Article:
Sunday, December 14, 2008

Hog Futures

What do I know about it. Hardly anything. A few trenchant aphorism, that have to pass for insight. But no, not insight -- just a mix of common sense and faith. The economy, I'm talking about, and how the big picture is put together. My little peephole of understanding does not see much. So I have to take most of it on faith.

I like to try to get things in perspective. That's why I like history. Yes, ripping good stories are nice, but instructive morality tales edify. Understanding the place of things is almost the same as understanding the world. Which brings me to James Moore's 5 Myths About Our Sputtering Economy.

The US has lost its competitive edge? "By almost any measure [we] outperform other countries around the globe ... in such areas as innovation, technology, higher education, worker training, the ability of the labor force to move from job to job...." Objective analysis concludes that we can we can weather a rough economy better than any other country. Hurah.

China out-manufactures us? No. While our production has taken a dive, the US "has held onto its manufacturing lead -- particularly in such key sectors as pharmaceuticals and aerospace, in which it produces almost 25 percent of the world's output.... China produces roughly two-thirds that amount..." Two-thirds of the US total? -- or of the pharmaceutical-aerospace production? Vague, but either way, good for the US.

The Chinese economy is about to overtake ours? Not even close. The US makes up 25% of the world's GDP. China contributes about five percent. Twenty-five. Five. You do the math. Other countries are growing faster relative to the US, but that's like saying a child grows faster than an adult. And children are more vulnerable to pandemic. Brazil "has an economy that's approximately the size of Florida's and Illinois's combined. Russia, which spans 11 time zones and has vast natural resources, had an economy that was on a par with that of Texas last year. Even India, a bright spot on the global stage for almost a decade now, still has a GDP that's less than half of California's." It's not so much that the US is a giant, as that the rest of the nations are pygmies.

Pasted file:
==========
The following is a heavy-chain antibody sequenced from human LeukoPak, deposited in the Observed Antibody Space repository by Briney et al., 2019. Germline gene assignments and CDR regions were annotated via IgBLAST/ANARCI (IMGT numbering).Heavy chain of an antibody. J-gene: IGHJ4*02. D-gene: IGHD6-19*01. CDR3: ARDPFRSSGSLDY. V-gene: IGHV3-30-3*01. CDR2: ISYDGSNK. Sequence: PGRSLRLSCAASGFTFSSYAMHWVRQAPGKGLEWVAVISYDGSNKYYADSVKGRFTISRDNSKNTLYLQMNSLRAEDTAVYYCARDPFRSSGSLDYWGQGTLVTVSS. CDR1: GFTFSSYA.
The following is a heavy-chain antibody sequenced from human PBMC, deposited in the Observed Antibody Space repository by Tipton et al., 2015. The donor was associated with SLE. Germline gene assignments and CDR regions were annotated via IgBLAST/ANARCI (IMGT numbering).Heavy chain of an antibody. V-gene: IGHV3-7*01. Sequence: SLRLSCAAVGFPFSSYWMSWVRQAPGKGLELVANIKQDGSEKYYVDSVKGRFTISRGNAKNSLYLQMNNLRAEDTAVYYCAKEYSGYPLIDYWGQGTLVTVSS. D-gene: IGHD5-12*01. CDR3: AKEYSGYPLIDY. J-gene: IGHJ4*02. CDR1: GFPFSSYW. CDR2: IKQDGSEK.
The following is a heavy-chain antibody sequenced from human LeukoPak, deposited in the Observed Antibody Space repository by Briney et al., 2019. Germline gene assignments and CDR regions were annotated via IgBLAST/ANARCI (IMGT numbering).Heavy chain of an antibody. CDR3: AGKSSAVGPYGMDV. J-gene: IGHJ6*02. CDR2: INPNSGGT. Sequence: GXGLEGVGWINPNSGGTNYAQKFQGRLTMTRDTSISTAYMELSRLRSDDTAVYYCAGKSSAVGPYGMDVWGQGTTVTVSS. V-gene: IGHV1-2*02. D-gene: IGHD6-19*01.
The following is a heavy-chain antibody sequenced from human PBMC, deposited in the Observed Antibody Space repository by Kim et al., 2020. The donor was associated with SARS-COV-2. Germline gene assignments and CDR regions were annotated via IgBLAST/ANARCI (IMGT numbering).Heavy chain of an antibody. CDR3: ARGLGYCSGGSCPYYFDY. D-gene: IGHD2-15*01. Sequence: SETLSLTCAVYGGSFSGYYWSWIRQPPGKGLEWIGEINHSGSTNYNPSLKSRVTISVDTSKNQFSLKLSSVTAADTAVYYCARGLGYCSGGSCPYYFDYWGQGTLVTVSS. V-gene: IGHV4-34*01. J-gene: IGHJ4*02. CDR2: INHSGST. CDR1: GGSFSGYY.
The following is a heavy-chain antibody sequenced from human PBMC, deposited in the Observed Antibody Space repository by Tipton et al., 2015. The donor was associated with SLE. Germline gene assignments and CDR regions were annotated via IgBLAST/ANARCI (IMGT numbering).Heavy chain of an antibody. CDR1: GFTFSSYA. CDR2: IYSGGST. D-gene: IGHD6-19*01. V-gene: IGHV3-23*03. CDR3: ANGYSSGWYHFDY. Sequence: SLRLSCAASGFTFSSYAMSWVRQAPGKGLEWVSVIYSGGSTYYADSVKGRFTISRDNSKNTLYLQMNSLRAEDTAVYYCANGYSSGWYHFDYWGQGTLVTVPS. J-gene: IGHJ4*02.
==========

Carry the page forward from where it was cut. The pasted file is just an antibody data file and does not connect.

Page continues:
The US no longer drives world trade? Who would even suggest it? We buy the world's goods. As for exports, China, Germany, and the US are pretty much equals. That doesn't seem like such a good thing to me, but it's irrelevant to overall trade itself -- in which the US rules ... as a great sucking maelstrom of consummation.

And the last myth: no one wants to invest with us anymore. "Hardly. Investments here are transparent, well protected and have a long track record of healthy returns. ...foreign investors have flocked to U.S. investments and financial instruments as a (relatively) safe haven amid global uncertainties." Last year there was over $2 trillion of foreign direct investment here, which is more than twice that in the other three leaders -- the UK, Hong Kong and France. We inspire confidence.

Well, all that's someone else's analysis and data. I have to take it on faith. But that's what almost everything is, faith. No, I'm not going to turn this into a hortatory homily -- not even an edifying morality tale. It's just that I suppose it's a good thing for one to lift one's snout out of the mud and take a look about. Or maybe that image is unapt. I want one that evokes an action of changing a darkened vision for one that's got more light to it. Because even a moonless night has its sort of brightness, compared to the abyss of blackness that sometimes seems to be the world.

So it's a good thing then.


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